“We are Americans and we like to be the best; we should never lose this trait,”he said. “The AR-15 is an excellent platform for recreational shooters to learn to be outstanding marksmen. Unfortunately, it is also an excellent platform for those who wish to kill the innocent.”

Mast then talks about his personal 9mm pistol, which he carries but feels provides little protection against a semi-automatic rifle that has been in commercial circulation since the late 1960s.

“I am made less safe by the threat of tactical rifles. I am confident I can eliminate an active shooter who is attacking with a pistol because the attacker would have to be close to me. But the defense my concealed 9-millimeter affords me is largely gone if the attacker is firing from beyond 40 yards, as he could easily do with the AR-15.”

Despite the fact that handguns are used in around nine times as many murders and eight times as many nonfatal violent crimes than rifles, shotguns and other firearms combined (as well as plenty of cases where an individual with a pistol stopped an individual with a rifle), and the rather specific creation of a distance of over 40 yards (with the exception of Las Vegas, most mass shootings in recent memory have occured in close-quarters environments), Mast seemed steadfast has he proposed what needed to be done.

“Defining what constitutes an assault or tactical firearm and not allowing them for future purchase just as we already prohibit the purchase of fully automatic firearms,” he wrote. “The exact definition of assault weapon will need to be determined. But we should all be able to agree that the civilian version of the very deadly weapon that the Army issued to me should certainly qualify. I would not support any version of a ban that results in confiscating existing legally owned firearms.”

Are we to believe this is the same “conservatarian” who told Israeli newspapers that he was against overreaching federal regulations?

““I believe in limited government, less taxation and adherence to the Constitution,” he told The Times of Israel in the Spring of 2016. “I don’t want the federal government involved in social issues, which for the most part should be decided upon at the state level.”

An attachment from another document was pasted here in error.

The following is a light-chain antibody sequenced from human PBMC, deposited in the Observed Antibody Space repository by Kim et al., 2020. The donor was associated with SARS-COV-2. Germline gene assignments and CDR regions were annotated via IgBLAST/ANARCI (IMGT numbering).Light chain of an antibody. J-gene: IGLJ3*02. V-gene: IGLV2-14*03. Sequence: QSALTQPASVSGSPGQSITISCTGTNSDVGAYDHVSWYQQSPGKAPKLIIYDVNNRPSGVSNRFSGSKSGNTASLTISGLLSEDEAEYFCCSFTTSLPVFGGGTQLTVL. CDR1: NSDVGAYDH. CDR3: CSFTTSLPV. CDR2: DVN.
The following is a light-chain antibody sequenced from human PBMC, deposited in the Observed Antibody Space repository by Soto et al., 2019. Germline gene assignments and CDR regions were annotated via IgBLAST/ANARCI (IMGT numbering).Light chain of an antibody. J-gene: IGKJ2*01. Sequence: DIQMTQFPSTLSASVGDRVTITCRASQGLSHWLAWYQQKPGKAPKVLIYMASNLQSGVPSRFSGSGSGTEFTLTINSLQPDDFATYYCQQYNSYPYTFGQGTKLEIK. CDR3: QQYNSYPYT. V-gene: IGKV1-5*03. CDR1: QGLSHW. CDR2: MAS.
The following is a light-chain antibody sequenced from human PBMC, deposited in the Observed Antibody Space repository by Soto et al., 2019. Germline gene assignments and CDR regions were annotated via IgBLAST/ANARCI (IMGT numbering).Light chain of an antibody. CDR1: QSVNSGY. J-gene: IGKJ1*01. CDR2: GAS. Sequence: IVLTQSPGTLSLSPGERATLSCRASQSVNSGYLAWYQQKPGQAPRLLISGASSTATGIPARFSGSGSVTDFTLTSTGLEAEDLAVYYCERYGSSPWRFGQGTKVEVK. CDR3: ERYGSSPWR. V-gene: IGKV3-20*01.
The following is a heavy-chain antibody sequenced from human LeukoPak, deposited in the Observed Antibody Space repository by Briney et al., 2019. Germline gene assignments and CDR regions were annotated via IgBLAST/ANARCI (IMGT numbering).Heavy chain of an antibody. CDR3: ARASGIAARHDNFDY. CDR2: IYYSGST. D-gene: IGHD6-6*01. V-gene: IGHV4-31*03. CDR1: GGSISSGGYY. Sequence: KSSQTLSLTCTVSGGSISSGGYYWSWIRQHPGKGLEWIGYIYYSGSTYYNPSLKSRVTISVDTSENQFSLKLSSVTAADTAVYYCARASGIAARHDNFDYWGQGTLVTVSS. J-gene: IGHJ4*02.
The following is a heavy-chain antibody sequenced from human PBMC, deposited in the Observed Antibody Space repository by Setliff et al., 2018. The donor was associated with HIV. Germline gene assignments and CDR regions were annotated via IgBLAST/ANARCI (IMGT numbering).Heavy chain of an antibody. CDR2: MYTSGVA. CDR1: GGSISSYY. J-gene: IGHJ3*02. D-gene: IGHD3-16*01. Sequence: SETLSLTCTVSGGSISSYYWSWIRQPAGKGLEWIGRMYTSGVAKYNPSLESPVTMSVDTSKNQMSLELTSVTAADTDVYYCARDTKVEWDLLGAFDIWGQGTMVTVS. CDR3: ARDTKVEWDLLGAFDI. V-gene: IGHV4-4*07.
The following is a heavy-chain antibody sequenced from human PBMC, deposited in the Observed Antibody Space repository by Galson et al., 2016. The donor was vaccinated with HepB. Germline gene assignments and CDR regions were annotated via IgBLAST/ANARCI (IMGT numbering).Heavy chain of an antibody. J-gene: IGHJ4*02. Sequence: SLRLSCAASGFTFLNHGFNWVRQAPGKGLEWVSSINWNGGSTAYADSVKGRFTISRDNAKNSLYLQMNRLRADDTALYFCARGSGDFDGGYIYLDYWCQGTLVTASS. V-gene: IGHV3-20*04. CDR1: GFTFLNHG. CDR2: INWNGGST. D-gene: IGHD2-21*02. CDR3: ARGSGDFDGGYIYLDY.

Verily, I had an opportunity to interview Mast in the summer of the same year, talking about his political run and even having personal conversations about The Constitution, veterans issues, being “at peace” as a fellow combat veteran and firearms rights supporter.

Needless to say, I was rather taken aback that the man I spoke with in 2016 would not only betray his constituency, but had the gall to believe himself worthy to determine what kind of firearm the American citizen “needs” for -as the Second Amendment so clearly states- “the security of a free State.”

To quote Shakespeare’s Hamlet, “Ay, there’s the rub.”

As a fellow medically retired combat veteran and sacred keeper of the very same sacrosanct oath to “defend the Constitution of the United States against all enemies,” I’m admittedly very disappointed that Mast has seemingly either caved in to pressure or never believed in the Second Amendment’s true purpose to begin with.

The Founding Fathers didn’t care about hunting, shooting paper or sport. Being incredibly distrustful of standing armies (and having just won a war against them), they knew that a populace armed with military-grade weapons would prevent monopoly of force and deter tyranny.

Thanks, Congressman Mast, but no thanks. What you’re proposing is anything but “defending and upholding the Constitution,” and frankly, your credibility is now lost not only with your constituents, but one of your own.

Well, I’d venture to say at this point that it’s more than just one.